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Should the Media Report on Student Suspensions?

A Portsmouth mom asks, "At what point does the rights of one become irrelevant when keeping the local community informed?"

A few weeks ago, there was a party in Portsmouth that resulted in the arrest of a that allegedly provided alcohol for said party.

The reason? involving local high school students.

Over the next couple of days, the fact that students were suspended from extra curricular activities was published online and in the local newspaper.

We don't live in a population of 1.5 million. We live in a 59-sq.-ft. radius encompassing a little over 17,000 people. We all know who the kids are.

When we, as members of the community, allow for the fact that students were suspended to be published outside of the school, we do a disservice to these teens.

At a time when we are bemoaning that our children are overexposed via the Internet, reality shows and Smart Phones, we ourselves are thrusting them into an adult situation.

What they did was wrong, the drinking age was established for a reason, and I am firmly against underage drinking because I am a parent.

We are all well aware that accusations that make front page news have a follow up on the lower corner on the back page weeks later and no one remembers that. Thrusting these children into the limelight does them a disservice.

Now, not only are they battling a reputation within the walls of the school community, which is overwhelming in itself, but battling the butcher and baker that has the first half of the story and none of the follow up.

It wasn't just that party. If you read any daily paper, you see the underage activity in all our local communities: Newport, Middletown, Portsmouth and Tiverton. Underage kids that have done numerous things, theft, fighting, underage drinking.

And yes, it's scary.

And yes, it's wrong.

And it is every parent's hope that our children aren't involved in any of it. That may be a bit unrealistic. And, if they are involved, isn't it our responsibility to help these children learn? As a school district, a local community and as parents.

Or, do we just throw it online and in the local paper and give up? To me, it seems to me that what is handled in school should be addressed to those effected and a “No comment” given to local new agencies.

This isn't an issue of not informing the public. It's about protecting the children and their ability to rebound from bad choices. They are not adults and should clearly not be treated as such.

I am not saying there shouldn't be repercussions or consequences. Clearly, there should be and clearly there are. In our house, a missed game hurts more than five days suspension.

I wonder how many other kids have been suspended in the last few weeks and why? After all, if we are going to begin addressing the in-school discipline in the local online sites or local paper, shouldn't we address them all and not just the few?

I know I will get numerous comments about how the local community should be informed of all activity at the locals schools. If that's the position, then fine, let's be informed of ALL ACTIVITY.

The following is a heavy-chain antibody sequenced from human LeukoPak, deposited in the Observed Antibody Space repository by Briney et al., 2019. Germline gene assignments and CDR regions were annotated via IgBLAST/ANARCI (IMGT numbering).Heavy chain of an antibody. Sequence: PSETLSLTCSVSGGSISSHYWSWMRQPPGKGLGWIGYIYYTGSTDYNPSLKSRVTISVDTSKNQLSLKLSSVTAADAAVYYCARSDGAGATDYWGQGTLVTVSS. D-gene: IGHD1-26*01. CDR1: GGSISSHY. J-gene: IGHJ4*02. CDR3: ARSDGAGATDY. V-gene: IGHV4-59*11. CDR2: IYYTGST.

And some will rage, “She/He did it! Too bad she/he will just have to deal with it. We shouldn't treat these kids so softly."

But we buy “Participant” trophies for activities to help with self-esteem.

Again, in NO WAY do I condone any of these activities by ANYONE regardless of age. I am strongly opposed to any school department or local media outlet publishing any disciplinary action taken against any UNDERAGE child.

The size of our community does not allow for any type of confidentiality and lays the groundwork for a 30-year-old adult to be remembered for by the action of a child.

M. P. April 24, 2011 at 06:44 PM
The names of the minors should never be published, but reporting that it happened... absolutely! Especially since it took place the weekend after the substance abuse event that hardly any PHS parents bothered to attend. Closing your eyes and pretending these things don't happen in Portsmouth is ludicris! Talk to the kids at the high school... it happens more than you think and it's often the kids you don't think will take part in these activities.
Shee G April 25, 2011 at 02:55 PM
NO ONE in particular was mentioned and EVERYONE should know, IT IS WRONG WHAT "SHE" did and what happened! THEY WILL LEARN with Consequences as she should!
CC June 12, 2011 at 12:20 PM
I agree that none of this should be published. The kids are learning and growing, making mistakes, along with making some good choices too. Publishing this info (even without names) is not going to help these kids at all. I feel it will make things worse. The kids will feel like they are bad, criminals, etc, and they will stop trying. It will drag them down. No parent wants their child to participate in this type of behavior, but I don't see how publishing it, and gossiping about it, leading to snubbing them at school is going to make it better. It will make things harder and worse.
Chris Christensen June 12, 2011 at 04:33 PM
Actually the article was more about what a misguided parent did in providing kids with something the law says they should not have. The kids that were there at the affair are by now and probably the next day after well known by their peers. Snubbing...I fear you do not know well the kids of today. Actually they are looked upon by the majority of their peers as unsung heros and many would wish they had been invited....although...not caught.
East side June 12, 2011 at 07:00 PM
Underage then no. The parent make front page news with a picture and run the story multiple times with updates. What parent in this day and age is aware of drinking at a party and is ok with it? The issue here is being blurred and moved to the kids. The parent should be the center of the issue

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